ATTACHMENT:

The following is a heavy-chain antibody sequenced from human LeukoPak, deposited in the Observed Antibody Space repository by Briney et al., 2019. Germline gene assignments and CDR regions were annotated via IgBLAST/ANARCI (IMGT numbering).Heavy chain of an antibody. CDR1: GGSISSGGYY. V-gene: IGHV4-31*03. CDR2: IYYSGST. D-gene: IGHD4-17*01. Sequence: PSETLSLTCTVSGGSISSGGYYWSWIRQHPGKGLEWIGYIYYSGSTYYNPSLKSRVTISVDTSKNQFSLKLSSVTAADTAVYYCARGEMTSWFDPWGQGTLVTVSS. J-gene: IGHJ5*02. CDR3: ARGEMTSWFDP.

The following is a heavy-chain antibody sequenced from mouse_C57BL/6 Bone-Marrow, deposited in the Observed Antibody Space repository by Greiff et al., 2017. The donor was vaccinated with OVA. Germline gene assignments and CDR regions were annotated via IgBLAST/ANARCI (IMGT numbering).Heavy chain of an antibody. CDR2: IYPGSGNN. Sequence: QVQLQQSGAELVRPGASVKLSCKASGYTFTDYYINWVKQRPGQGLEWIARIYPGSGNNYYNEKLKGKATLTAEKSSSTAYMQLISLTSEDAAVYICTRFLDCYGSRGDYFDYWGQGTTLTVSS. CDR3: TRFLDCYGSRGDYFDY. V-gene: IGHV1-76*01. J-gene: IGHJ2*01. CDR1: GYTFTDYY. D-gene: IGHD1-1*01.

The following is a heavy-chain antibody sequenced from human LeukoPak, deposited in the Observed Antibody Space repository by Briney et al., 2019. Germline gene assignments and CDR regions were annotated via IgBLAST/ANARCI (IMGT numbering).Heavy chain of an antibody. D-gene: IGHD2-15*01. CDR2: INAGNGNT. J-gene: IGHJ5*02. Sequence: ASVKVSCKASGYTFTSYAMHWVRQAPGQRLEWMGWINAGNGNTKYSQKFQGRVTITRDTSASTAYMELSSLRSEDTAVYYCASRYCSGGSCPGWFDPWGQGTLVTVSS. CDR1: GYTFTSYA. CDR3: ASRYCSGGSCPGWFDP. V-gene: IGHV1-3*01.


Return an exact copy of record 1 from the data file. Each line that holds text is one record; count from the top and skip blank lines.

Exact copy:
The following is a heavy-chain antibody sequenced from human LeukoPak, deposited in the Observed Antibody Space repository by Briney et al., 2019. Germline gene assignments and CDR regions were annotated via IgBLAST/ANARCI (IMGT numbering).Heavy chain of an antibody. CDR1: GGSISSGGYY. V-gene: IGHV4-31*03. CDR2: IYYSGST. D-gene: IGHD4-17*01. Sequence: PSETLSLTCTVSGGSISSGGYYWSWIRQHPGKGLEWIGYIYYSGSTYYNPSLKSRVTISVDTSKNQFSLKLSSVTAADTAVYYCARGEMTSWFDPWGQGTLVTVSS. J-gene: IGHJ5*02. CDR3: ARGEMTSWFDP.